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LONG BEACH >> Long Beach State's athletic department is unveiling a new visual identity as the first move in a wide-ranging rebranding of the university's sports programs that could put the 49er mascot, Prospector Pete, on the chopping block.

Changes to the school's logo, to be announced publicly this morning, is partially funded by a $100,000 donation from an unnamed group - the largest ever group gift to the athletic department. A slight design adjustment was made to the font and iconic "LB" logo used by all of the Long Beach State programs, and now all of the teams will be referred to as Long Beach or "The Beach" instead of "49ers." The baseball team will remain the Dirtbags.

"It is extremely important to have a unified look," said Long Beach State Director of Athletics Vic Cegles. "We're the only major university with 'Beach' in our name, so it makes all the sense in the world to promote that. It's a better brand for us. I would never change our mascot without student and alumni input. In the future we'll see how Pete fits in."

The 49ers mascot, a reference to 1949 when the university was founded, will remain intact for the foreseeable future. However, the new Walter Pyramid court - expected to be completed next month - will not have any reference to the 49ers, with just "Beach" emblazoned across center court and "#GoBeach" on the sideline.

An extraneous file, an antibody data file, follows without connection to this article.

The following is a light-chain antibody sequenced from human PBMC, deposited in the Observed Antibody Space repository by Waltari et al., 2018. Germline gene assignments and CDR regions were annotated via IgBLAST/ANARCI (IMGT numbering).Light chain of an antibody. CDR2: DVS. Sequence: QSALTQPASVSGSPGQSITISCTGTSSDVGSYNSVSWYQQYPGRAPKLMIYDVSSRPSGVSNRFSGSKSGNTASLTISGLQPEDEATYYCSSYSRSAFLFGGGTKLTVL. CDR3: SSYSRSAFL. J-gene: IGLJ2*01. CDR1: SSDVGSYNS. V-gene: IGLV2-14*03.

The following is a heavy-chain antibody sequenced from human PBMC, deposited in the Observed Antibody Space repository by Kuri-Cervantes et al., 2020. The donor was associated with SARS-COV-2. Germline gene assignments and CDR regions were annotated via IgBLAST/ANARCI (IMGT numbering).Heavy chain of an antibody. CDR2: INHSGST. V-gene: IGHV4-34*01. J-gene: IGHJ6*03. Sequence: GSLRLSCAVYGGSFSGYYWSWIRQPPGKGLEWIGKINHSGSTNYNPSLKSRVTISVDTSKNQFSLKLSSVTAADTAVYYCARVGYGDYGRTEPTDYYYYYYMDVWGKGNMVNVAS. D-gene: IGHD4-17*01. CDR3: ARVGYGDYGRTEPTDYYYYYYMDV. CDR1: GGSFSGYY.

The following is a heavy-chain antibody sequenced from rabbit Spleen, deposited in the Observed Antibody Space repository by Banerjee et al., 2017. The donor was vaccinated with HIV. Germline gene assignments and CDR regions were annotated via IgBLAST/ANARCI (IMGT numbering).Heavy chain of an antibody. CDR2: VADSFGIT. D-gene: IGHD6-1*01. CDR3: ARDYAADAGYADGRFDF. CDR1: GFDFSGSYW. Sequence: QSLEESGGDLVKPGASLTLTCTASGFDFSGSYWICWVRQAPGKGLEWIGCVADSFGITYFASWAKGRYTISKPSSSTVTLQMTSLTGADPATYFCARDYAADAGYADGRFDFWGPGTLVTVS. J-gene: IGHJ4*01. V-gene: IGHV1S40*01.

"I don't think students care about being a 49er or Prospector Pete," said Michael Wood, a junior and editor at the Union Weekly on campus. "We don't identify ourselves with (a mascot) as much as we do with being from Long Beach."

"We had a fractured brand," said Dedan Brozino, senior associate director for external relations. "What he had wasn't broken; there was just too much, and we needed to bring it all under the same visual identity."

With that in mind, Andy Hoang, associate vice president for university relations and communications, is working to extend the rebranding university-wide, changing the name of the university from California State University, Long Beach to Long Beach State. Much like San Diego State or Fresno State, The Beach wants to capitalize on the region's popularity and unite under one recognizable name. Currently, the university as a whole is referred to as CSULB and the athletic department as LBSU. Under the new rebranding, everything would be referred to as Long Beach State.

"We've had focus groups and campus conversations about all of these changes and more," Hoang said. "This campaign is about unifying the university, but it is like changing tires on a moving car."

Terri Carbaugh, spokeswoman for the university, said brand development is critical on several fronts.

"It's important, not for the ego of an institution, but for the opportunity it affords students, faculty and alumni," Carbaugh said. "When you have a strong brand name, it opens doors for faculty research grants, and for students immediately upon graduation when they're seeking internship opportunities and employment opportunities."

Carbaugh said the stronger a brand name is, the more succinctly an institution is able to communicate its value.

"We're in a pivotal time where if we're going to continue to do the work that we do and do it better than anyone else, we really want to keep that brand development, that this is our story, and just amplify it at the state level, nationally and around the globe," she said.

Staff writer Josh Dulaney contributed.





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